THE mother of one of the women accusing Griffith mayor Mike Neville of sexual assault has told of the moment her daughter revealed the alleged abuse to her.
The mother yesterday told Wagga District Court how her daughter told her she felt “filthy and degraded” after Neville allegedly assaulted her in his office.
The mother said her daughter was visibly upset after coming out of his Griffith probation and parole office following a pre-sentence interview and said to her minutes later “he is a piece of filth, he made me do things I didn’t want to do”.
The following day the daughter told her mum Neville – a probation and parole officer at the time – had made her strip and that he touched her.
“We spoke about it, she said ‘what am I going to do mum, no one will believe me because I am a criminal,” the mother said.
“She said he made her feel filthy and degraded.”
During cross-examination by Neville’s barrister Ray Hood, he put to the woman that her daughter had a number of meetings following the first alleged assault but she did nothing to stop them.
The woman told the court she was following her daughter’s wishes not revealing the alleged abuse as she didn’t want it revealed.
The court also heard from two Griffith refuge workers – Betty Mott and Carrol Farlow – who said they had conversations with the 28-year-old woman about Neville allegedly assaulting her.
On Monday, two of Neville’s work colleagues – administrative assistant Nadia Martinello and probation and parole officer Kim Burgess – gave evidence about the office in which the alleged assaults took place.
The colleagues both said they could not see through the frosted glass panels into said Neville assaulted her.
But when shown photographs taken from the outside of the room while on the stand on Monday, both agreed they could see objects inside the room.
Mr Burgess and Ms Martinello could not recall yesterday ever going into the conference room when Neville had a client in there.
Neville has pleaded not guilty to four counts of aggravated indecent assault and four counts of aggravated sexual intercourse without consent.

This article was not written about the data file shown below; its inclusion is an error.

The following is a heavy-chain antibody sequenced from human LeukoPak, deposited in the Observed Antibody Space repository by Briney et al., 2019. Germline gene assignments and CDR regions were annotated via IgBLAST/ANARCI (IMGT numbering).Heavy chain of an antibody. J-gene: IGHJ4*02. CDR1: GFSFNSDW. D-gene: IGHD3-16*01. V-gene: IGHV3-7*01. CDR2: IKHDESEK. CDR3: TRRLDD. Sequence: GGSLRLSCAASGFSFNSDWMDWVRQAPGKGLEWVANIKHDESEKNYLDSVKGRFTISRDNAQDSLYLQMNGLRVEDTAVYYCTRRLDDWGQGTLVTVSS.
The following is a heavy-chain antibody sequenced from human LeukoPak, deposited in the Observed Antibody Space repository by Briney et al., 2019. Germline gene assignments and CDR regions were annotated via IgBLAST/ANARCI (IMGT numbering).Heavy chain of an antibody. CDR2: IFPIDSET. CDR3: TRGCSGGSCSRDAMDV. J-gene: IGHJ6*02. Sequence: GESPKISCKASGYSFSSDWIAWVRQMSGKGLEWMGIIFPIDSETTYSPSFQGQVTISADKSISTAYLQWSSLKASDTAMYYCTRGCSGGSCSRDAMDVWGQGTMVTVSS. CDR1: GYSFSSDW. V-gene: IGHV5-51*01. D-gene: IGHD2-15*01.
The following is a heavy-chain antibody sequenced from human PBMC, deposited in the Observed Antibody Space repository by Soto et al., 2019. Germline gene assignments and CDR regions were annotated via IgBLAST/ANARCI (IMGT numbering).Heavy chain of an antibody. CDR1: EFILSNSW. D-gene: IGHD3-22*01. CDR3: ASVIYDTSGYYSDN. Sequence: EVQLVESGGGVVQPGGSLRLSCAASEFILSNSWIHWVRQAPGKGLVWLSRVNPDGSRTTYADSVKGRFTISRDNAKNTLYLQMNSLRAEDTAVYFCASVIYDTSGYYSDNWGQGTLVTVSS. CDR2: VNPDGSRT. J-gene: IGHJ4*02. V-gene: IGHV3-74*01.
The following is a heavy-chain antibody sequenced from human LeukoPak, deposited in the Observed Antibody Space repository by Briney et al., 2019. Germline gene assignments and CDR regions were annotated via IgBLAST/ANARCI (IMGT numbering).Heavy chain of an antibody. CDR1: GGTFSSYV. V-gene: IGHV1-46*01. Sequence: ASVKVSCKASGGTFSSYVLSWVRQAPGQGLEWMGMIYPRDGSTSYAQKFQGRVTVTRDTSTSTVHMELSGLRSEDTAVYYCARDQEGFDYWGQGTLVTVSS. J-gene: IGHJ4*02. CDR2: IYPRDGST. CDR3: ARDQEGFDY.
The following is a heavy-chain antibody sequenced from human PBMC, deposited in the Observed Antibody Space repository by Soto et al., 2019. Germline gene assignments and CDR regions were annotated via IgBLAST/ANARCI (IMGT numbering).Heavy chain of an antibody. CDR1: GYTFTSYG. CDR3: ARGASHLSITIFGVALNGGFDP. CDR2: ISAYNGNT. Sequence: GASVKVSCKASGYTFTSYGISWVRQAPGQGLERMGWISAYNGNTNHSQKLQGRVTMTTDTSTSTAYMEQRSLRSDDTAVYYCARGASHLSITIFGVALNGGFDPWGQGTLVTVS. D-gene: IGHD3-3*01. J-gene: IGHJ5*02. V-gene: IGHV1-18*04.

It is alleged that four offences were committed against a woman aged in her 20s either in Neville's own office in the Department of Corrective Services' Banna Avenue headquarters or in the conference room during work hours.
Mr Hood also put to both witnesses that they had been approached by a police detective last week to shore up the alleged victim's claim that Neville's wheelchair had been on the floor of his work car in front of the passenger seat as he tried to touch her underpants.
Neville has been a paraplegic since 1979.
The jury last week was shown a video produced for Neville's defence showing him dismantling a wheelchair and then putting the various pieces on the front passenger seat and on the back seat.
Mr Hood said then the sheer bulk of the wheelchair made it impossible to be placed on the car's floor.
After seeing the video, the woman insisted she had sat on the seat with her feet resting on the wheelchair.
Mr Hood asked Ms Martinello yesterday about making a statement to a police officer at his request last Friday after the video was shown.
"Did he say: 'I am the boy in front of the dike putting my hand in to stop the leaks'?" Mr Hood asked Ms Martinello.
"No," she replied.
Mr Hood asked Mr Burgess if a detective had told him about the video and said it was "problem" and that he wanted Mr Burgess to "close it off".
"No, I don't believe so," Mr Burgess said.
Both witnesses gave evidence of having been in a work car with Neville, but said that whenever he drove they always put his wheelchair in the boot for him.
Earlier yesterday, drug and alcohol rehabilitation worker Emma Cusack answered questions from Mr Hood about the alleged assault victim's behaviour while in rehab, including a time she asked to telephone her brother, but instead rang her partner, which was against the rules.
"She attempted to deceive you, quite clearly," Mr Hood said.
"Yes," Ms Cusack said.
Ms Cusack also read from a case note detailing a reprimand of the woman in which she had been told her behaviour in relation to another matter had been "inappropriate and manipulative".
The trial continues today.